Contact-image
Position
Research Scientist (Orchid Conservation)
Address
Kings Park and Botanic Garden
Fraser Avenue
West Perth Western Australia 6005
Email
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Phone
(+61 8) 9480 3682
Fax
(+61 8) 9480 3641

Research interests

  • The role of mycorrhizas in the mineral nutrition of terrestrial orchids
  • Conservation and restoration of terrestrial orchids
  • Mutualisms and symbiotic relationships
  • Pollination biology
  • Landscape ecology
  • Plant community ecology
  • Indicator species and ecosystem health assessment

Academic background

  • 2000-2004 Bachelor of Environmental Science (BEnvSc) Marine Science (double major), Murdoch University.
  • 2004 Bachelor of Environmental Science (Honours equivalent), Murdoch University. Thesis title: ‘Changes to the taxonomic and structural composition of a Banksia woodland’. Supervisor: Dr Phil Ladd.
  • 2004-2010 PhD in Environmental Science, Murdoch University. Thesis title: ‘Orchids as indicators of ecosystem health in urban bushland fragments’.

Current Project

Title: The role of mycorrhizal fungi in the nutrition of temperate terrestrial orchids

University: School of Plant Biology, University of Western Australia

Collaborators: Dr Hans Lambers, Dr Kingsley Dixon, Dr. David Read

Description: The roots of more than 80% of terrestrial plant species associate intimately with fungi to form mycorrhizas. The family Orchidaceae constitutes the largest plant family on earth with over 25, 000 species, the majority of which use mycorrhizal fungi. However, relatively little is known of the functional significance of these mycorrhizal fungi. This project will examine the exchanges of carbon, nitrogen and phosphorus between selected orchids and their symbionts. The reciprocal processes of nutrient capture and transfer from soil to orchid will also be evaluated. This study will provide the first insights into the role of orchid fungi in the capture and transport of nutrients across a range of orchid taxa encompassing the major fungal groups, ecological strategies and colonisation types. This research will contribute to the basic eco-physiological understanding that is required to underpin orchid conservation efforts.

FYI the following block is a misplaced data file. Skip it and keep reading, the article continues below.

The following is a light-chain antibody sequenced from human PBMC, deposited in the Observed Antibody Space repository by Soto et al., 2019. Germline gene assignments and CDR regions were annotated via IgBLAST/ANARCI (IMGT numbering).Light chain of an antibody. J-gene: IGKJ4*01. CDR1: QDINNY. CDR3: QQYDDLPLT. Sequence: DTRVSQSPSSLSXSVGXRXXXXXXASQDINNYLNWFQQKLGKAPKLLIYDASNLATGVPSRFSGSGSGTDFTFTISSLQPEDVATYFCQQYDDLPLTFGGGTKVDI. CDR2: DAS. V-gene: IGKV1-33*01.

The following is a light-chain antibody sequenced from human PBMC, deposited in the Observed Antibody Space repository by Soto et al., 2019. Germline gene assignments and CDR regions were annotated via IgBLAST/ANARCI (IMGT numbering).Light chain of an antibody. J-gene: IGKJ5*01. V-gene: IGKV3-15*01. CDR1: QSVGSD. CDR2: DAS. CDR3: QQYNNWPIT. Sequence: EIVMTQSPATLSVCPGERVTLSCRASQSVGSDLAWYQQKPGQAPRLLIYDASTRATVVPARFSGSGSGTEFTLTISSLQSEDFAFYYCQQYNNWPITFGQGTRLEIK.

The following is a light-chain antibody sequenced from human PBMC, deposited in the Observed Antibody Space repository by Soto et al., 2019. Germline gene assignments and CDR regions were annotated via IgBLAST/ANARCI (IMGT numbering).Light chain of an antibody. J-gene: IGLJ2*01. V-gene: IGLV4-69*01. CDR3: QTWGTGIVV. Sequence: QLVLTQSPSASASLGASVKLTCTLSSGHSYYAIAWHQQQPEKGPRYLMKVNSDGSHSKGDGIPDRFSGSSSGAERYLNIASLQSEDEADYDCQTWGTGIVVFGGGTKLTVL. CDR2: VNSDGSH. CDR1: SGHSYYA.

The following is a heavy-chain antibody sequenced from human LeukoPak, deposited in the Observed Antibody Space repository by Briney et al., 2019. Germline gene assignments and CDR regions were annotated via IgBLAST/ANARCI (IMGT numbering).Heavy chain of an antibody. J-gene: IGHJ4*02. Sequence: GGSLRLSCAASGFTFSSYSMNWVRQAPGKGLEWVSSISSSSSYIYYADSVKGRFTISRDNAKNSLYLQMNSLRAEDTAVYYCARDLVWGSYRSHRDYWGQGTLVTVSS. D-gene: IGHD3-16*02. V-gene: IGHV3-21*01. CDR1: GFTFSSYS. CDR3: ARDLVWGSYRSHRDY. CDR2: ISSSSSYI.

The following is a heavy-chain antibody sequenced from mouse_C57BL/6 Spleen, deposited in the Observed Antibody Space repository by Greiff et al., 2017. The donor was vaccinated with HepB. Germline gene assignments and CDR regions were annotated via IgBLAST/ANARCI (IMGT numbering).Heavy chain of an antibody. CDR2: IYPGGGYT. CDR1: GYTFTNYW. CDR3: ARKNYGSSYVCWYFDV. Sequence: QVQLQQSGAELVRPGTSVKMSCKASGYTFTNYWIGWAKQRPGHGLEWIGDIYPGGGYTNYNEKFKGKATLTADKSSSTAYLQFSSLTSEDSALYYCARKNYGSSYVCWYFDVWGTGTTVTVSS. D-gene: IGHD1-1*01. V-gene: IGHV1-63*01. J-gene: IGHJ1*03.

Conferences

  • B. Newman, Ladd, P., Dixon, K. (2011). Impacts of urbanization and habitat condition on the population viability of orchids in urban reserves. Ecological Society of Australia, Tasmania, Australia. 21-25 November, 2011.
  • B. Newman, Ladd, P., Batty, A., and Dixon, K. (2007) Ecology of orchids in urban bushland reserves – can orchids be used as indicators of vegetation condition? International Orchid Conservation Congress, San Jose, Costa Rica. .March 19-23, 2007.
  • B. Newman, Batty, A., Dixon, K. (2005). Pollination and conservation of orchids in urban bushland reserves. Second in-situ Orchid Conservation Workshop, Victoria. September 2005.

Publications

Refereed

Newman, B., Ladd, P., Brundrett, M., and Dixon, K. (2013). Effects of habitat fragmentation on plant reproductive success and population viability at the landscape and habitat scale. Biological Conservation, 159, 16-23.

Newman, B., Ladd, P., Batty, A., and Dixon, K. (2007). Ecology of orchids in urban bushland reserves – can orchids be used as indicators of vegetation condition? Lankesteriana, 7(1-2), 313.

Non-refereed

Newman, B., and Dixon, K. (2011). Life on the edge: the global crisis in terrestrial orchid conservation. American Orchid Society Bulletin.

Newman, B. (2010). Orchids: the canary in the coal mine. For People and Plants.